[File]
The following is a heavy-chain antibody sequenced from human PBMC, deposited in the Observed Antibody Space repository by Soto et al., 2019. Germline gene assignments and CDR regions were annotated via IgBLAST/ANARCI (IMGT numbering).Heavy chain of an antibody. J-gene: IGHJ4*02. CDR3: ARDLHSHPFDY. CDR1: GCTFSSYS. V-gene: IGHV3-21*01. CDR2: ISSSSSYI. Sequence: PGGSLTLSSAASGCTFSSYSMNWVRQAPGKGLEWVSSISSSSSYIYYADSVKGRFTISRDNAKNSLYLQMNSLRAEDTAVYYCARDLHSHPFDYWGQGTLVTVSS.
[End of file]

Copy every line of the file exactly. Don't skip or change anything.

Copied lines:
The following is a heavy-chain antibody sequenced from human PBMC, deposited in the Observed Antibody Space repository by Soto et al., 2019. Germline gene assignments and CDR regions were annotated via IgBLAST/ANARCI (IMGT numbering).Heavy chain of an antibody. J-gene: IGHJ4*02. CDR3: ARDLHSHPFDY. CDR1: GCTFSSYS. V-gene: IGHV3-21*01. CDR2: ISSSSSYI. Sequence: PGGSLTLSSAASGCTFSSYSMNWVRQAPGKGLEWVSSISSSSSYIYYADSVKGRFTISRDNAKNSLYLQMNSLRAEDTAVYYCARDLHSHPFDYWGQGTLVTVSS.